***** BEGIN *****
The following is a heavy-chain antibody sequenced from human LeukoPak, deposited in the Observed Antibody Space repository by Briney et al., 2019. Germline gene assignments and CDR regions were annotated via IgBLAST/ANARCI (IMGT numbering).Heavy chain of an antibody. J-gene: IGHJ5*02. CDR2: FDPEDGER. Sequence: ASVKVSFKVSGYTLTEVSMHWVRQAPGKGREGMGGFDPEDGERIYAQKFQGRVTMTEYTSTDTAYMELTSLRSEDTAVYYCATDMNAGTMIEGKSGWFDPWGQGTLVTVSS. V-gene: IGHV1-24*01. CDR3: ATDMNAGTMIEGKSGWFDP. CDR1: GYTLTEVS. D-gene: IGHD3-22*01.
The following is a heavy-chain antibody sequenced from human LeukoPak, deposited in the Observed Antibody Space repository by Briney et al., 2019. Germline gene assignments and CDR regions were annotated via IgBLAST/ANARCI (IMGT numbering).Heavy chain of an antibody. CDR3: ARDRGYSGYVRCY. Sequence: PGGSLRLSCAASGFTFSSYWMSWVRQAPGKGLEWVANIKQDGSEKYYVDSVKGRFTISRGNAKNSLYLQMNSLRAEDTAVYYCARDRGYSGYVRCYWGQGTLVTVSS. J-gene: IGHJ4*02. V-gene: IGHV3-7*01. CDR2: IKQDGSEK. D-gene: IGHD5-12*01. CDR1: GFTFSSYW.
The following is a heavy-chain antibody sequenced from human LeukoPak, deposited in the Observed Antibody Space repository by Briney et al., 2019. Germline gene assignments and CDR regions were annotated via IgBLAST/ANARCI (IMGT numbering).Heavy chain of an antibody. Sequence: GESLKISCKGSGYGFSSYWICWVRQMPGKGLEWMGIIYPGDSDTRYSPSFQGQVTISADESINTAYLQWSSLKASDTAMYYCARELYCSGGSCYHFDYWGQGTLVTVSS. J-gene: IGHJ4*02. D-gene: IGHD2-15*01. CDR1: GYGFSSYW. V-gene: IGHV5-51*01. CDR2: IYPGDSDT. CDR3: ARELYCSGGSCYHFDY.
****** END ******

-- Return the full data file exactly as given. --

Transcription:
The following is a heavy-chain antibody sequenced from human LeukoPak, deposited in the Observed Antibody Space repository by Briney et al., 2019. Germline gene assignments and CDR regions were annotated via IgBLAST/ANARCI (IMGT numbering).Heavy chain of an antibody. J-gene: IGHJ5*02. CDR2: FDPEDGER. Sequence: ASVKVSFKVSGYTLTEVSMHWVRQAPGKGREGMGGFDPEDGERIYAQKFQGRVTMTEYTSTDTAYMELTSLRSEDTAVYYCATDMNAGTMIEGKSGWFDPWGQGTLVTVSS. V-gene: IGHV1-24*01. CDR3: ATDMNAGTMIEGKSGWFDP. CDR1: GYTLTEVS. D-gene: IGHD3-22*01.
The following is a heavy-chain antibody sequenced from human LeukoPak, deposited in the Observed Antibody Space repository by Briney et al., 2019. Germline gene assignments and CDR regions were annotated via IgBLAST/ANARCI (IMGT numbering).Heavy chain of an antibody. CDR3: ARDRGYSGYVRCY. Sequence: PGGSLRLSCAASGFTFSSYWMSWVRQAPGKGLEWVANIKQDGSEKYYVDSVKGRFTISRGNAKNSLYLQMNSLRAEDTAVYYCARDRGYSGYVRCYWGQGTLVTVSS. J-gene: IGHJ4*02. V-gene: IGHV3-7*01. CDR2: IKQDGSEK. D-gene: IGHD5-12*01. CDR1: GFTFSSYW.
The following is a heavy-chain antibody sequenced from human LeukoPak, deposited in the Observed Antibody Space repository by Briney et al., 2019. Germline gene assignments and CDR regions were annotated via IgBLAST/ANARCI (IMGT numbering).Heavy chain of an antibody. Sequence: GESLKISCKGSGYGFSSYWICWVRQMPGKGLEWMGIIYPGDSDTRYSPSFQGQVTISADESINTAYLQWSSLKASDTAMYYCARELYCSGGSCYHFDYWGQGTLVTVSS. J-gene: IGHJ4*02. D-gene: IGHD2-15*01. CDR1: GYGFSSYW. V-gene: IGHV5-51*01. CDR2: IYPGDSDT. CDR3: ARELYCSGGSCYHFDY.